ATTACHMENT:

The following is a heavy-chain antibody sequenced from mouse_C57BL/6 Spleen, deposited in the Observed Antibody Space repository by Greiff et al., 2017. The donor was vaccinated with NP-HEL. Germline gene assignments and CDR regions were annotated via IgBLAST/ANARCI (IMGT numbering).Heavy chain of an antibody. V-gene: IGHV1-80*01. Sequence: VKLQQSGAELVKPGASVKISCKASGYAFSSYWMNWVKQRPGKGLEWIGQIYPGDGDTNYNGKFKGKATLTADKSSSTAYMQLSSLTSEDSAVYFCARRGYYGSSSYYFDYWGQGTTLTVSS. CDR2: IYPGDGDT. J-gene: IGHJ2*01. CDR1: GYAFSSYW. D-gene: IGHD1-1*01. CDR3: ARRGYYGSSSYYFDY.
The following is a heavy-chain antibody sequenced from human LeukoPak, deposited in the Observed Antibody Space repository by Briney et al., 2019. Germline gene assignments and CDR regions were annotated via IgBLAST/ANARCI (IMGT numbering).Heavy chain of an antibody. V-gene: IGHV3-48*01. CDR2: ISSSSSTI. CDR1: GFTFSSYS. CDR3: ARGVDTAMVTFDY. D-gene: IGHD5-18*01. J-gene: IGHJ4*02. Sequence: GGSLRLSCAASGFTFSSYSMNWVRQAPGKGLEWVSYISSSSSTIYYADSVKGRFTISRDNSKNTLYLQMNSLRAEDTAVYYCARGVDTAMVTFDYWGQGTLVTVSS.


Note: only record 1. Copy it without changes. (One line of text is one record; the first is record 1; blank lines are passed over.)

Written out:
The following is a heavy-chain antibody sequenced from mouse_C57BL/6 Spleen, deposited in the Observed Antibody Space repository by Greiff et al., 2017. The donor was vaccinated with NP-HEL. Germline gene assignments and CDR regions were annotated via IgBLAST/ANARCI (IMGT numbering).Heavy chain of an antibody. V-gene: IGHV1-80*01. Sequence: VKLQQSGAELVKPGASVKISCKASGYAFSSYWMNWVKQRPGKGLEWIGQIYPGDGDTNYNGKFKGKATLTADKSSSTAYMQLSSLTSEDSAVYFCARRGYYGSSSYYFDYWGQGTTLTVSS. CDR2: IYPGDGDT. J-gene: IGHJ2*01. CDR1: GYAFSSYW. D-gene: IGHD1-1*01. CDR3: ARRGYYGSSSYYFDY.